Then Jesus told his disciples a parable to show them that they should always pray and not give up. He said: "In a certain town there was a judge who neither feared God nor cared what people thought. And there was a widow in that town who kept coming to him with the plea, ‘Grant me justice against my adversary.’ "For some time he refused. But finally he said to himself, ‘Even though I don’t fear God or care what people think, yet because this widow keeps bothering me, I will see that she gets justice, so that she won’t eventually come and attack me!’ " And the Lord said, "Listen to what the unjust judge says. And will not God bring about justice for his chosen ones, who cry out to him day and night? Will he keep putting them off?"
Luke 18:1-7 NIV

I promise to say a prayer for your friend's salvation too.

In Jesus our dear Lord and Savior,

Bob L.

Question #11:

Dear Dr.,

I love your website. It is a lifeline to me...next to the Bible. My Spirit is at peace when I read your words:). This is my problem: I have an adult old son with a Doctorate in Philosophy who teaches college. He attends...and loves...a big Methodist church. They are so very far away from the Bible that it scares me!! I followed last months sermon series on line "Transformed to Change the World". I disagreed with it, but chose not to comment. This month however is a far scarier thing!! "Things I Wish Jesus Said", based on a book by Barbara F. Nixon. Sundays sermon (if 20 minutes is a sermon) was based on chapter 1. "Don't Believe Everything You Read". The pastor was casting aspersions on the validity of Scripture for today's world. Wants parishioners to use quadra-lateral approach: scripture, Christian experience, tradition, reason. Next week is going to be even worse. Jesus speaking: "It's not all about me". How we have elevated Jesus above God as creator. WHAT!!! I feel compelled to say (or write) something now...but am praying about it until an answer comes. My son will be preaching later this month. You have probably come across this issue before. Do children ever listen to their parents? Should I just leave it alone? His dissertation has just been published, so he is feeling pretty good. On the other hand, I only went to 1 year of college. He can way out-talk me...so I do better on paper. Any advice welcome. HELP!! P.S. He knows about your website...but don't think he has ever checked it out. I have a chance to see him in a few months when he comes home. Thank you for listening. With You, in Christ!!,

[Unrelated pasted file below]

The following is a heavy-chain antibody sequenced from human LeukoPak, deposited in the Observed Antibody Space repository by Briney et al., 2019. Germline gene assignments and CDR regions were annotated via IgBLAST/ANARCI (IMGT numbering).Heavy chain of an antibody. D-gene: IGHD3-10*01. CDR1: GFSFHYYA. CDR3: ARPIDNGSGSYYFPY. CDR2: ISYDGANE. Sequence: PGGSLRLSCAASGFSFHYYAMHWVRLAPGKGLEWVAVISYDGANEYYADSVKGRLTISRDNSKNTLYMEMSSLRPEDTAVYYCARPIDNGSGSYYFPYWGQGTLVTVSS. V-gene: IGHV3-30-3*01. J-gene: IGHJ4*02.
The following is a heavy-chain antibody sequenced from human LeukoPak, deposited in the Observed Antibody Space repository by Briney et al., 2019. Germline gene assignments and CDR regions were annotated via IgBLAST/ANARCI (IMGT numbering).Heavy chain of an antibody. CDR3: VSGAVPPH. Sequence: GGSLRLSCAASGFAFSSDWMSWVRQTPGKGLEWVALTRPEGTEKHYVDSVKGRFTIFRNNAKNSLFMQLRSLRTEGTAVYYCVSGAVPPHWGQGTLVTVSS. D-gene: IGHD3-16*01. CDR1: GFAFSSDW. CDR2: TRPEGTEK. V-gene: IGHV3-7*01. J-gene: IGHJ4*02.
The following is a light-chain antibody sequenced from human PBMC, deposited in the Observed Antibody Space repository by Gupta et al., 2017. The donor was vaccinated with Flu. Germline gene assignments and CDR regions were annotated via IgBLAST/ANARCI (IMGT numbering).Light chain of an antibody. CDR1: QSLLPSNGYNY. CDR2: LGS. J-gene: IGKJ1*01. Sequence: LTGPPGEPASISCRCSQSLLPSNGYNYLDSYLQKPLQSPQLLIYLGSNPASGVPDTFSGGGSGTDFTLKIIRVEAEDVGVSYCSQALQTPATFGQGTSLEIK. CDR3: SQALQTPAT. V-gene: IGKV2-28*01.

Response #11:

Very good to hear from you again. I certainly understand your concern. I think it is the very rare dedicated Christian nowadays who does not have at least someone near and dear whose beliefs are disturbing. On the one hand, I suppose we can rejoice that things are not worse than they are. I get plenty of emails about children who are not believers at all and who are involved in all sorts of practices that makes their parents despair of them ever being saved. On the other hand, I certainly do share your concern about these dangerous false beliefs.

As to "tactics", this is always a judgment call, but I think by being circumspect about how you respond you are acting very wisely. When it comes to what to believe, I do think it is fair to say that children are sometimes less likely to go with what their parents say and often more likely to take the opposite view – at least from the point of adolescence until they are completely mature. That age has been pushed back considerably in our society, at least in psychological if not in physical terms. I do not know your son but I do know academia. If he has never actually been "out in the world" (military service, for example), it is probably a good bet that he is still just getting his sea-legs in terms of staking out his personal identity. No amount of "book learning" or intellectual inquiry is going to be a substitute for that. It sounds as if he is in the process of trying to get tenure, so that those pressures at least are likely to bring in a dose of reality over the next several years. It is also often the case with young believers who are in the process of exploring their faith seriously for the first time that the group they cling to first will exercise an undue influence on them – but that does not always last. I have seen many cases of individuals being absolutely "gung ho" for a particular false or semi-false approach (sometimes for no better reason than that they liked the other people involved), who came to see all the defects in time and then to disassociate themselves entirely. If a person has leadership tendencies (as I would imagine your son does if he had the initiative to pursue and complete a Ph.D.), then being a smart sheep in a bad flock is something that is likely not to "take" in the long run.

My general advice in such situations is to maintain loving contact; to try not to be too adversarial about what the loved one is exploring; but also not to allow things one knows are wrong to pass by unanswered without making clear one's own position. Generally speaking, this is something the loved one in question will have to work out on his/her own. And since there is a family dynamic of love mixed with authority (as in any parent-child relationship), arguments often tend not to have much to do with logic and everything to do with personal space, even when conducted on a logical plane for all the world to see.